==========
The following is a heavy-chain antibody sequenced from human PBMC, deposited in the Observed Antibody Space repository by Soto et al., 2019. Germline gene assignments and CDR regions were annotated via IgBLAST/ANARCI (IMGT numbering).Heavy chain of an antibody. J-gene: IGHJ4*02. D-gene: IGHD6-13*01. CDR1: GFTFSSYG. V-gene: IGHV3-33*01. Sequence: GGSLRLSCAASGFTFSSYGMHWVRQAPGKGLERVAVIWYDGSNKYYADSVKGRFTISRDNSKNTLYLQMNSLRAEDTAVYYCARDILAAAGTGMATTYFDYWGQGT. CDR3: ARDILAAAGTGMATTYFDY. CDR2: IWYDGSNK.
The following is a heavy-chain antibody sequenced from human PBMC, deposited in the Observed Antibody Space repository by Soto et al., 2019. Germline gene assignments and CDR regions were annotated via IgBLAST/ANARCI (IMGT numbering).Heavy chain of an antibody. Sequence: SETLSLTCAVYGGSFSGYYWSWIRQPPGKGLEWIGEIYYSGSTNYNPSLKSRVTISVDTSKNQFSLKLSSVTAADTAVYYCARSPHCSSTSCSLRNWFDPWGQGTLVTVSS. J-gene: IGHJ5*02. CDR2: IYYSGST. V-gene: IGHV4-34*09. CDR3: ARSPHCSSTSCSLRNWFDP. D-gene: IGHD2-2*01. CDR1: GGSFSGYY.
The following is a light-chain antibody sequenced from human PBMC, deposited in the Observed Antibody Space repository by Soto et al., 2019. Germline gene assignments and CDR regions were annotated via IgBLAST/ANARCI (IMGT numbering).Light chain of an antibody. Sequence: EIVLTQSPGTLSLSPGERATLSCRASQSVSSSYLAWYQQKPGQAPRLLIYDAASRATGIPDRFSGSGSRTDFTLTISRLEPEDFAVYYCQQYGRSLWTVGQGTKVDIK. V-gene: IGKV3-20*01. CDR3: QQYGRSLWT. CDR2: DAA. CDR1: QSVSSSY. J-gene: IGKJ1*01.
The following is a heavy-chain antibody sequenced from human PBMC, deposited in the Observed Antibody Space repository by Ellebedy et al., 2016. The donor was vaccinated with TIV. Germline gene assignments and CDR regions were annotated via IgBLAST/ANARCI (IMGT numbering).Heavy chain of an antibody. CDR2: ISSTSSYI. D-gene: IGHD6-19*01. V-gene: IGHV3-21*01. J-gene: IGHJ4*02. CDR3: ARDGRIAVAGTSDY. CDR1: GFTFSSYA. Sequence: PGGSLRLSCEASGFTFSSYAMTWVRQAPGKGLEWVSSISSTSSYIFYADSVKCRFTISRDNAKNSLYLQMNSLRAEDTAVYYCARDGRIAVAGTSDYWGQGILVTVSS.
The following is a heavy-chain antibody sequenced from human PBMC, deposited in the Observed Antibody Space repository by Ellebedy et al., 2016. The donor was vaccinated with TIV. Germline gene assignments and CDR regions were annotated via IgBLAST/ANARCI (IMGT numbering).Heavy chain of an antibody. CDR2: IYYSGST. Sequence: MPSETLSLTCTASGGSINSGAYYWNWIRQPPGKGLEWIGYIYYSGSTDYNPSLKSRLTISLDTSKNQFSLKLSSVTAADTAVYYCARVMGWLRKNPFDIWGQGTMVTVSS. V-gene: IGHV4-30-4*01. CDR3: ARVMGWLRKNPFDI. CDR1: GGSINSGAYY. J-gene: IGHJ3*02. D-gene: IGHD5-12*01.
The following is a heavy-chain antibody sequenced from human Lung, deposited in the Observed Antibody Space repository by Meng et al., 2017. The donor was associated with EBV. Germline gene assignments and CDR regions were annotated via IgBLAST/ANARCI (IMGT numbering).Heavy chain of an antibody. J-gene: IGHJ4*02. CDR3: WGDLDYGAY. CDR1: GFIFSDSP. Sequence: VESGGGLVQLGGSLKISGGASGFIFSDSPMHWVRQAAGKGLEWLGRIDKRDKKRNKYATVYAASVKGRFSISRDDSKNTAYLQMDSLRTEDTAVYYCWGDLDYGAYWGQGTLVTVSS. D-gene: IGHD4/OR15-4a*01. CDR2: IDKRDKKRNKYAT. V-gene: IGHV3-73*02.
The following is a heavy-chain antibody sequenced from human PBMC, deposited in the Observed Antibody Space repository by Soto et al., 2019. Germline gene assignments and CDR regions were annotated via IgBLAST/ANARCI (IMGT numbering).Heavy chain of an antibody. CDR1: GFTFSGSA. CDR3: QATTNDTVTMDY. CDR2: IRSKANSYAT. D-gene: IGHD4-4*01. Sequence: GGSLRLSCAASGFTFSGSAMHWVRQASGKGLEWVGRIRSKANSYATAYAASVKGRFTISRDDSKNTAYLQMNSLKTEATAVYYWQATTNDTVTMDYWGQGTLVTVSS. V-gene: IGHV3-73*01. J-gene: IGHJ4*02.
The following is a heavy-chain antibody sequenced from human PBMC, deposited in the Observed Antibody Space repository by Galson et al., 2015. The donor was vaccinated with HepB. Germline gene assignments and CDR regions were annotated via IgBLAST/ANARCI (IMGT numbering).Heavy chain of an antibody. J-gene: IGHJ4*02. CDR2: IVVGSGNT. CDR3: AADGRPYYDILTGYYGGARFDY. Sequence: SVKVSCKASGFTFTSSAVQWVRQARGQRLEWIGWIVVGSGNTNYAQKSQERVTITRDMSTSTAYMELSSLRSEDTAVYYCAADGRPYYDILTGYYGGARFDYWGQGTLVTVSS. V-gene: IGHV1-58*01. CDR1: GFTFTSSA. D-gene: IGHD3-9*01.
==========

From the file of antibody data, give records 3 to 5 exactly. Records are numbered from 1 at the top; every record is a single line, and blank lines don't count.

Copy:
The following is a light-chain antibody sequenced from human PBMC, deposited in the Observed Antibody Space repository by Soto et al., 2019. Germline gene assignments and CDR regions were annotated via IgBLAST/ANARCI (IMGT numbering).Light chain of an antibody. Sequence: EIVLTQSPGTLSLSPGERATLSCRASQSVSSSYLAWYQQKPGQAPRLLIYDAASRATGIPDRFSGSGSRTDFTLTISRLEPEDFAVYYCQQYGRSLWTVGQGTKVDIK. V-gene: IGKV3-20*01. CDR3: QQYGRSLWT. CDR2: DAA. CDR1: QSVSSSY. J-gene: IGKJ1*01.
The following is a heavy-chain antibody sequenced from human PBMC, deposited in the Observed Antibody Space repository by Ellebedy et al., 2016. The donor was vaccinated with TIV. Germline gene assignments and CDR regions were annotated via IgBLAST/ANARCI (IMGT numbering).Heavy chain of an antibody. CDR2: ISSTSSYI. D-gene: IGHD6-19*01. V-gene: IGHV3-21*01. J-gene: IGHJ4*02. CDR3: ARDGRIAVAGTSDY. CDR1: GFTFSSYA. Sequence: PGGSLRLSCEASGFTFSSYAMTWVRQAPGKGLEWVSSISSTSSYIFYADSVKCRFTISRDNAKNSLYLQMNSLRAEDTAVYYCARDGRIAVAGTSDYWGQGILVTVSS.
The following is a heavy-chain antibody sequenced from human PBMC, deposited in the Observed Antibody Space repository by Ellebedy et al., 2016. The donor was vaccinated with TIV. Germline gene assignments and CDR regions were annotated via IgBLAST/ANARCI (IMGT numbering).Heavy chain of an antibody. CDR2: IYYSGST. Sequence: MPSETLSLTCTASGGSINSGAYYWNWIRQPPGKGLEWIGYIYYSGSTDYNPSLKSRLTISLDTSKNQFSLKLSSVTAADTAVYYCARVMGWLRKNPFDIWGQGTMVTVSS. V-gene: IGHV4-30-4*01. CDR3: ARVMGWLRKNPFDI. CDR1: GGSINSGAYY. J-gene: IGHJ3*02. D-gene: IGHD5-12*01.